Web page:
New Zealand is in its deepest recession in decades after stringent measures in response to the Kovid-19 epidemic, which were widely praised.
The country’s GDP plummeted by 12.2% between April and June as lockdown and border closure hit.
It is New Zealand’s first recession since the global financial crisis and its worst since 1987, when the current system of measurement began.
But the government hopes that its epidemic response will lead to early recovery.
The nation of about five million was briefly declared virus-free, and although it still has a few cases, it has suffered only 25 deaths.
The economy is likely to be a major issue in next month’s election, which was delayed after an unexpected spike in the Kovid-19 cases in August.
Stats NZ spokesman Paul Pascoe said the measures implemented since March 19 have had a huge impact on some sectors of the economy.
“Industries such as retail, housing and restaurants and transportation saw significant declines in production as they were directly affected by international travel restrictions and strict nationwide shutdowns,” he said.
- How did New Zealand Kovid-19 become free?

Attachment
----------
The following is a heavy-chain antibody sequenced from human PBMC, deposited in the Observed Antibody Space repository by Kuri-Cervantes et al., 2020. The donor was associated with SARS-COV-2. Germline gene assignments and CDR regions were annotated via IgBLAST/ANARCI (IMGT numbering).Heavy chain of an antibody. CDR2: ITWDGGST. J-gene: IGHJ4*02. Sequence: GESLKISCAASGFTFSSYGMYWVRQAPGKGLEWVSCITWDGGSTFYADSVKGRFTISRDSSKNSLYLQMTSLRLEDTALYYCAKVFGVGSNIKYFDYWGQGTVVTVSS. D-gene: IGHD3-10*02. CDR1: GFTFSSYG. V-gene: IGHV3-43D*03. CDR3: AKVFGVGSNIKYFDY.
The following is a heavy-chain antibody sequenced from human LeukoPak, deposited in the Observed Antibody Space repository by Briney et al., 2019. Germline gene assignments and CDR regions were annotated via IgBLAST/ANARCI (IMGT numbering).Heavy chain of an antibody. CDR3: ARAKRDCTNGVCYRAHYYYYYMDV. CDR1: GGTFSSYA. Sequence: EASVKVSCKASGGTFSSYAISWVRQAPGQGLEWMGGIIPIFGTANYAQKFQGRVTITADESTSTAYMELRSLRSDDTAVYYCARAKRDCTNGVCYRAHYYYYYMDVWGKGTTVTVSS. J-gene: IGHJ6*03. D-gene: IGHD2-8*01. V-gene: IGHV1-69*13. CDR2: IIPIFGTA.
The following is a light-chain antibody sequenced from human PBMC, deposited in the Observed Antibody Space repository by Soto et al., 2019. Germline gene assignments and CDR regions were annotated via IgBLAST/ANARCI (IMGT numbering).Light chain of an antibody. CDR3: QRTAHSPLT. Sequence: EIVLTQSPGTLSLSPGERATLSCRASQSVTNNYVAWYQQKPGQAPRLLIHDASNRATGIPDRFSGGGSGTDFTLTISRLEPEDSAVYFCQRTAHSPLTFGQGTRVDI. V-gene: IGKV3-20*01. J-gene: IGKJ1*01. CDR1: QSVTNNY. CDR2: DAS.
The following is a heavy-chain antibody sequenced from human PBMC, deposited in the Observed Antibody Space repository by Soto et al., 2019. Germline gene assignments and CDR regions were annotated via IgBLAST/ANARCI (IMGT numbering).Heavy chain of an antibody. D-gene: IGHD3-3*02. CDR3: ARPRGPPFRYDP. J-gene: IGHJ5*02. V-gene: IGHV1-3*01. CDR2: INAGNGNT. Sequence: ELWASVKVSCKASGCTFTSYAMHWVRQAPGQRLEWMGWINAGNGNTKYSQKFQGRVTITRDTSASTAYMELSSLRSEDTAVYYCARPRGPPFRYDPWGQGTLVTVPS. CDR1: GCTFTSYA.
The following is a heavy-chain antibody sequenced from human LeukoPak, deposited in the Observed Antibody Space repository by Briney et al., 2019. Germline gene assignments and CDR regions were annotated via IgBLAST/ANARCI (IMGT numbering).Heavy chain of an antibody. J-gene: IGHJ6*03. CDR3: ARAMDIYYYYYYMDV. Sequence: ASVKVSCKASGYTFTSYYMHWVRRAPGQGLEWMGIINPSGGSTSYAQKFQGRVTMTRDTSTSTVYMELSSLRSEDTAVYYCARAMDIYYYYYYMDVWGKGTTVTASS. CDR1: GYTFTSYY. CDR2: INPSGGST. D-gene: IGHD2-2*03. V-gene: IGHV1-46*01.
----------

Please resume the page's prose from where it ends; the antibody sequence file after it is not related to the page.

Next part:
- New Zealand: Janinda Erdern Delays Election on Coronovirus Fear
The government of Prime Minister Jacinda Ardern has said that success in suppressing the virus can help in recovery prospects.
Finance Minister Grant Robertson said GDP numbers were better than expected, and suggested a strong recovery ahead.
“Working hard and going fast means we can return faster and stronger,” he said.
Some economists are also predicting a rapid recovery due to New Zealand’s strong response to the virus.
“We expect a record-breaking GDP decline in the September quarter,” said Westpac senior economist Michael Gordon.
But Treasury forecasts released yesterday suggested large-scale debt and full recovery from continuing disruptions is likely to be delayed.
The opposition national party accused the government of lack of pragmatism which made the impact worse.
New Zealand recorded a drop compared to neighboring Australia, where the lockdown was less severe.
But the state of Victoria has faced a second lockdown, which is likely to weigh on Australia’s economic recovery.